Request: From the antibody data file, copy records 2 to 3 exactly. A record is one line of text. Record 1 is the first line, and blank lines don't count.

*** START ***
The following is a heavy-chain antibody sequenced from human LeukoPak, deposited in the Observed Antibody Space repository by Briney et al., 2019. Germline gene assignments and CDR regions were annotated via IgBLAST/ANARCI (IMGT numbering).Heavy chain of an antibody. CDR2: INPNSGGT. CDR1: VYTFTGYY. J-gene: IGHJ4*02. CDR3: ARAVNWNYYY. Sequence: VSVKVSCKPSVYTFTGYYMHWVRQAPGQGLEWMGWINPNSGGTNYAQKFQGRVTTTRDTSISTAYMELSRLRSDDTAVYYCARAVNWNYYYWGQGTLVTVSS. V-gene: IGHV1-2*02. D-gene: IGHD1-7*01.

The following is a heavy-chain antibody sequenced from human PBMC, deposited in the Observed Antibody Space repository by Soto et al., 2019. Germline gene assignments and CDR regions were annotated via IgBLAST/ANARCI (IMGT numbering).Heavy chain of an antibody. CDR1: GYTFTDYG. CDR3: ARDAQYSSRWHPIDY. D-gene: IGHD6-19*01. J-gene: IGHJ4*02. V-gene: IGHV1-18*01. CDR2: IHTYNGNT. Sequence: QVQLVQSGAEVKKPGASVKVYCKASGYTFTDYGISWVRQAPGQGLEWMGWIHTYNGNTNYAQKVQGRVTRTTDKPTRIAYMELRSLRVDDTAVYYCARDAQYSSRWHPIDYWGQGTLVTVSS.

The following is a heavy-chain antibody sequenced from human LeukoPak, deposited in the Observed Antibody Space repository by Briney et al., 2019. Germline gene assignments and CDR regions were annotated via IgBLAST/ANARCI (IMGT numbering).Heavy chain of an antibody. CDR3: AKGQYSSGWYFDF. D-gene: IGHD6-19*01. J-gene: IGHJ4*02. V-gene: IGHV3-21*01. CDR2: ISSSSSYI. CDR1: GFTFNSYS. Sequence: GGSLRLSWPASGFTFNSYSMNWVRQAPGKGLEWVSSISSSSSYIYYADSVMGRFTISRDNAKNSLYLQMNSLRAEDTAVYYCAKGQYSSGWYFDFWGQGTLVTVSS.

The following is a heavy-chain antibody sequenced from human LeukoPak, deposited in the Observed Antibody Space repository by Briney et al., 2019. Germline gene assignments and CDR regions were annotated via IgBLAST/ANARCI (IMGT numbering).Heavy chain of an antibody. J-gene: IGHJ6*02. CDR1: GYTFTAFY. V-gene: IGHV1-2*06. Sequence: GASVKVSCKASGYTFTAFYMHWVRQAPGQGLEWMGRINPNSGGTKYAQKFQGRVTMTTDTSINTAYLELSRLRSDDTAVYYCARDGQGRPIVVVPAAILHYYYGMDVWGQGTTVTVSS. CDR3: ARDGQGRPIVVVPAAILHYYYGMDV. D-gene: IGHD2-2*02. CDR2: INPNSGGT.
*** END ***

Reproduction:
The following is a heavy-chain antibody sequenced from human PBMC, deposited in the Observed Antibody Space repository by Soto et al., 2019. Germline gene assignments and CDR regions were annotated via IgBLAST/ANARCI (IMGT numbering).Heavy chain of an antibody. CDR1: GYTFTDYG. CDR3: ARDAQYSSRWHPIDY. D-gene: IGHD6-19*01. J-gene: IGHJ4*02. V-gene: IGHV1-18*01. CDR2: IHTYNGNT. Sequence: QVQLVQSGAEVKKPGASVKVYCKASGYTFTDYGISWVRQAPGQGLEWMGWIHTYNGNTNYAQKVQGRVTRTTDKPTRIAYMELRSLRVDDTAVYYCARDAQYSSRWHPIDYWGQGTLVTVSS.

The following is a heavy-chain antibody sequenced from human LeukoPak, deposited in the Observed Antibody Space repository by Briney et al., 2019. Germline gene assignments and CDR regions were annotated via IgBLAST/ANARCI (IMGT numbering).Heavy chain of an antibody. CDR3: AKGQYSSGWYFDF. D-gene: IGHD6-19*01. J-gene: IGHJ4*02. V-gene: IGHV3-21*01. CDR2: ISSSSSYI. CDR1: GFTFNSYS. Sequence: GGSLRLSWPASGFTFNSYSMNWVRQAPGKGLEWVSSISSSSSYIYYADSVMGRFTISRDNAKNSLYLQMNSLRAEDTAVYYCAKGQYSSGWYFDFWGQGTLVTVSS.